Annual bluegrass (Poa annua L.) emergence under different residue management practices in perennial ryegrass and determination of resistant and susceptible annual bluegrass germination under controlled temperature and moisture Public Deposited

http://ir.library.oregonstate.edu/concern/graduate_thesis_or_dissertations/kh04ds82g

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  • With the loss of field burning the amount of crop residue that remains in perennial ryegrass fields has increased. As the amount of crop residue remaining in the field increases so does annual bluegrass. This has resulted in the increased use of herbicides to control annual bluegrass. However, this increased use has also resulted in herbicide-resistant annual bluegrass. Field experiments were initiated in 1997 to investigate residue management options available to growers and their impacts on annual bluegrass emergence. Two sites, Glaser and Wirth, were established with three residue management treatments replicated four times. The treatments included full-straw, bale/flail, and vacuum sweep. Perennial ryegrass seed yield and annual bluegrass seed contamination were evaluated. The vacuum sweep treatment had lower annual bluegrass emergence than the full-straw or the bale/flail treatments during the 1997-98 growing season, for both sites. The fall of 1998 was much drier than the fall of 1997. Annual bluegrass emergence in all plots was lower in 1998 than in 1997 because of the dry conditions. Fall emergence in 1998 was higher in the vacuum sweep treatment than in the other two treatments, which may have been the result of better soil-seed contact in the vacuum sweep treatment. Lower emergence in the spring at the Wirth site compared to the Glaser site may have been due to narrow crop row spacing and cultivar selection, which shaded the annual bluegrass. When growing seasons were combined, there were no treatment differences. However, more emergence was observed in the spring at the Glaser site compared to the Wirth site. Yield was highest for the vacuum sweep treatment at the Glaser site in the 1998-99 growing season. However, competition from volunteer perennial ryegrass in the full-straw and bale/flail treatments could have accounted for this increase. No other differences in yield and no difference in contamination among treatments were observed. However, contamination at the Glaser site was higher in the 1998-99 growing season than in the 1997-98 growing season. Experiments were conducted in growth chambers to determine how differing environmental conditions affect seed germination of diuron-susceptible and diuron-resistant annual bluegrass. Cumulative germination for the susceptible-biotype decreased from 96% to 88% while the resistant-biotype remained above 95% as temperature decreased from 3 0/20 C to 10/2 C. The susceptible-biotype germinated sooner than the resistant-biotype regardless of temperature. The susceptible-biotype had a higher rate of germination than the resistant-biotype at 30/20 C, but not when the temperature decreased to 10/2 C. Germination response to differing matric potentials did not vary much within a biotype for a given soil type and temperature. Therefore, parameters estimated at -1.03 MPa were chosen to contrast susceptible- and resistant biotypes, and soil types, for each temperature. Maximum cumulative germination was greater than 96% for all treatments. When germination on a given soil type was contrasted, differences were only seen for the susceptible biotype vs. resistant biotype on Dayton soil; and the resistant biotype on Dayton soil vs. resistant biotype on Woodburn soil at both temperatures. The lag in onset of germination was shorter for the susceptible biotype on Dayton soil and resistant biotype on Woodburn soil than the resistant biotype on Dayton soil at 30/20 C. At 18/5 C, the lag in onset of germination was shorter for the susceptible biotype on Dayton soil and resistant biotype on Woodburn soil than the resistant biotype on Dayton soil (P = 0.000 1 and 0.0001, respectively). But the rate of germination was faster for the resistant biotype on Dayton soil than both the susceptible biotype on Dayton soil and resistant biotype on Woodburn soil at 18/5 C (P = 0.02 and 0.0004, respectively). The rate of germination did not differ at 3 0/20 C. When just the soils were contrasted, at 18/5 C all annual bluegrass seeds on the Woodburn soil germinated sooner and the rate of germination was higher than on the Dayton soil. These results indicate that the hydraulic properties of the soils may influence germination. However, this was not observed at 30/20 C. The results suggest that the susceptible-biotype was more sensitive to temperature while the resistant-biotype was more sensitive to moisture. Changing crop management in ways that will reduce annual bluegrass emergence and establishment is needed. By altering management strategies, growers may obtain more efficient and effective use of herbicides, while reducing the selection of herbicide-resistant annual bluegrass.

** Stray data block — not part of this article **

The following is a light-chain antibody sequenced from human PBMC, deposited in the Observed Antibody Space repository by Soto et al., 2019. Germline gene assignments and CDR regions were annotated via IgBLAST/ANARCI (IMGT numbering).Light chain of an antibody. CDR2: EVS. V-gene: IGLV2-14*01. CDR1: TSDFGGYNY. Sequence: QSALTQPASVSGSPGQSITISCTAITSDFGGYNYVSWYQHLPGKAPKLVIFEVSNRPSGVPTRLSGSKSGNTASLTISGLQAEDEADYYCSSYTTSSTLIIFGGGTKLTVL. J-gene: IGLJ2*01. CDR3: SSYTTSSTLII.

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  • description.provenance : Approved for entry into archive by Patricia Black(patricia.black@oregonstate.edu) on 2012-05-10T19:34:39Z (GMT) No. of bitstreams: 1 SchusterMatthewD2000.pdf: 1505190 bytes, checksum: 5856292f628373cc3e8d34d75693244e (MD5)
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